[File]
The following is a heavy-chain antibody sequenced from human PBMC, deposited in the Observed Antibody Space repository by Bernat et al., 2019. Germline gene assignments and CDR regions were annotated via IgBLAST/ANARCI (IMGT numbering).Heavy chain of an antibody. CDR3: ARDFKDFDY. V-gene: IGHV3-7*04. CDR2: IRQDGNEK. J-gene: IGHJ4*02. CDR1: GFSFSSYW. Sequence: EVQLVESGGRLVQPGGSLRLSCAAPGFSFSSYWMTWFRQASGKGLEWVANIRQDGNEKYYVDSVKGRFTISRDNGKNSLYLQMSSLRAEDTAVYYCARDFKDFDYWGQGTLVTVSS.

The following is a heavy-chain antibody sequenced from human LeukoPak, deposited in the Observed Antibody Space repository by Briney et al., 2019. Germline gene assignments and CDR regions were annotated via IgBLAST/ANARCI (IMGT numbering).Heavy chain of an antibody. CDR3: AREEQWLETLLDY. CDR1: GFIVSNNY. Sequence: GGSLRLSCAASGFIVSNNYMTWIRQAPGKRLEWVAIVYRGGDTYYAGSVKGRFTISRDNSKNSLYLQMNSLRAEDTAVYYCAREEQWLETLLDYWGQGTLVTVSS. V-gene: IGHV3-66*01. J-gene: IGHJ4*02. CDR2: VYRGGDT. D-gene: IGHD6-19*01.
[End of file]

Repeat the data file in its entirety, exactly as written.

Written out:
The following is a heavy-chain antibody sequenced from human PBMC, deposited in the Observed Antibody Space repository by Bernat et al., 2019. Germline gene assignments and CDR regions were annotated via IgBLAST/ANARCI (IMGT numbering).Heavy chain of an antibody. CDR3: ARDFKDFDY. V-gene: IGHV3-7*04. CDR2: IRQDGNEK. J-gene: IGHJ4*02. CDR1: GFSFSSYW. Sequence: EVQLVESGGRLVQPGGSLRLSCAAPGFSFSSYWMTWFRQASGKGLEWVANIRQDGNEKYYVDSVKGRFTISRDNGKNSLYLQMSSLRAEDTAVYYCARDFKDFDYWGQGTLVTVSS.

The following is a heavy-chain antibody sequenced from human LeukoPak, deposited in the Observed Antibody Space repository by Briney et al., 2019. Germline gene assignments and CDR regions were annotated via IgBLAST/ANARCI (IMGT numbering).Heavy chain of an antibody. CDR3: AREEQWLETLLDY. CDR1: GFIVSNNY. Sequence: GGSLRLSCAASGFIVSNNYMTWIRQAPGKRLEWVAIVYRGGDTYYAGSVKGRFTISRDNSKNSLYLQMNSLRAEDTAVYYCAREEQWLETLLDYWGQGTLVTVSS. V-gene: IGHV3-66*01. J-gene: IGHJ4*02. CDR2: VYRGGDT. D-gene: IGHD6-19*01.